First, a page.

happens, people get laid off. This creates an environment of uncertainty and people
don’t feel like they can lay down roots.
Competition is good, gladiator wars aren’t. Pitting people and departments against each
other does not encourage people to stay. Some people thrive in all stressful
environments, most don’t. Why do you think there are so many articles about how to
manage stress? People will leave a job if stress makes them ill.
Lack of Support
Do you communicate with your employees? Have you sat down and created a plan for
their growth within the company? Has that plan been implemented after sign-off? If a
manager doesn’t take the time to know his employee and foster growth, people will feel
unappreciated. Do you know what unappreciated people do? They walk
every organization has key people they simply can’t afford to lose. And, they are not
always your top executives – I know, hard to believe right! If you don’t know who these
top performers are, and take careful steps to retain them, they may put your organization
in great peril. To add to Renee’s thinking, here are 10 practical retention steps that can
help keep you competitive in the marketplace.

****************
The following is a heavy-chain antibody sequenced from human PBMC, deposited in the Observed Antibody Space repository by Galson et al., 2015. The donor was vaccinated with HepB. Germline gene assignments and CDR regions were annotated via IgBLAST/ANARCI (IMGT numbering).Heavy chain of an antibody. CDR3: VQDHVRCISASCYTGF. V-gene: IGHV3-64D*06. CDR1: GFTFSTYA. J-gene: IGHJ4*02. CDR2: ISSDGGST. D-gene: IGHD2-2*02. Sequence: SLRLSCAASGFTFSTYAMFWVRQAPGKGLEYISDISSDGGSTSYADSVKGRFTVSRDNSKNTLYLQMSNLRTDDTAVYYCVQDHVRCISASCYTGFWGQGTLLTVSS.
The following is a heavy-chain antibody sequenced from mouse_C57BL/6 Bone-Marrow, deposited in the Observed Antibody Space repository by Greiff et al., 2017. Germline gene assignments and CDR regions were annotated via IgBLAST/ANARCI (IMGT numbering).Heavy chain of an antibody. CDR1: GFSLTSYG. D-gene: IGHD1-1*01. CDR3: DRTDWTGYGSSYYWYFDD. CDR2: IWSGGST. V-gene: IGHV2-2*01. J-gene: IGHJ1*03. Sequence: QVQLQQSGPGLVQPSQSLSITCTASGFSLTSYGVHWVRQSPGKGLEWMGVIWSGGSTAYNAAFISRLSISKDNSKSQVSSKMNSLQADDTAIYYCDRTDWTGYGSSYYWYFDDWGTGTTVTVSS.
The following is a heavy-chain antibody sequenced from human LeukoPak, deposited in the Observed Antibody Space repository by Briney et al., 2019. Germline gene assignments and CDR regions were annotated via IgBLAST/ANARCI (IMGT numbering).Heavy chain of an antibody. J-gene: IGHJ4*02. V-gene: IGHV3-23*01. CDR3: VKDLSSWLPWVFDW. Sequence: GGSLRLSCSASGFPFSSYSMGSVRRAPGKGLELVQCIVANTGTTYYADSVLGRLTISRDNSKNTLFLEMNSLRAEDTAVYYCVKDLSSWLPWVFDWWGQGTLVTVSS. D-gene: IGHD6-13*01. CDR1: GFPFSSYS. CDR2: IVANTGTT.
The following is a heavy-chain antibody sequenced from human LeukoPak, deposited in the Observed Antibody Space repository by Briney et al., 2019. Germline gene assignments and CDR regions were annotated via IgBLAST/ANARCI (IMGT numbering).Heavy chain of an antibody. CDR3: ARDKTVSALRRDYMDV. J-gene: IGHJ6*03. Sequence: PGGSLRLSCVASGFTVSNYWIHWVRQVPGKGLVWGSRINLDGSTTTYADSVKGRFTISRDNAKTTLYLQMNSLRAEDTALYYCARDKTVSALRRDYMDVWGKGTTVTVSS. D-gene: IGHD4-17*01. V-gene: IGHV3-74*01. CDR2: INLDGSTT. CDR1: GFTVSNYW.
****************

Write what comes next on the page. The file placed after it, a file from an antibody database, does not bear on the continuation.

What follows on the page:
For starters, have you even identified your most key employees? I know everyone will
say yes but unless you’ve written their names down on a list entitled “Key Employees
you must retain” you really can’t develop a comprehensive retention strategy.
Have you talked to them; even better, have you listened to how they view their current
challenges and immediate career prospects? Lack of challenge and the lack of career
opportunities are two of the top reasons why key employees depart for greener pastures.
How often do your key people get an audience with senior executives to understand and
as importantly, discuss the company’s performance, immediate challenges and long
term strategy? Key employees like to be in on the action and to see ways they can
influence the future direction and success of the enterprise.